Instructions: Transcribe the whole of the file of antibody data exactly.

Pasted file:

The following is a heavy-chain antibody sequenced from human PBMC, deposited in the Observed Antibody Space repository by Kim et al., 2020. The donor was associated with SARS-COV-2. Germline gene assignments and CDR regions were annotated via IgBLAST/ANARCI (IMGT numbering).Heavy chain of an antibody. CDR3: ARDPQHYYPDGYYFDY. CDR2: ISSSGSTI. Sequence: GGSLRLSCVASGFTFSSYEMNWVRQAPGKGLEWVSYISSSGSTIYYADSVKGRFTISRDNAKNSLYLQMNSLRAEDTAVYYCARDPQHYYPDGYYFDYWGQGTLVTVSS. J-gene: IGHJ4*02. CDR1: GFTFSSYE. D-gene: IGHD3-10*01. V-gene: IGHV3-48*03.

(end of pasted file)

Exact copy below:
The following is a heavy-chain antibody sequenced from human PBMC, deposited in the Observed Antibody Space repository by Kim et al., 2020. The donor was associated with SARS-COV-2. Germline gene assignments and CDR regions were annotated via IgBLAST/ANARCI (IMGT numbering).Heavy chain of an antibody. CDR3: ARDPQHYYPDGYYFDY. CDR2: ISSSGSTI. Sequence: GGSLRLSCVASGFTFSSYEMNWVRQAPGKGLEWVSYISSSGSTIYYADSVKGRFTISRDNAKNSLYLQMNSLRAEDTAVYYCARDPQHYYPDGYYFDYWGQGTLVTVSS. J-gene: IGHJ4*02. CDR1: GFTFSSYE. D-gene: IGHD3-10*01. V-gene: IGHV3-48*03.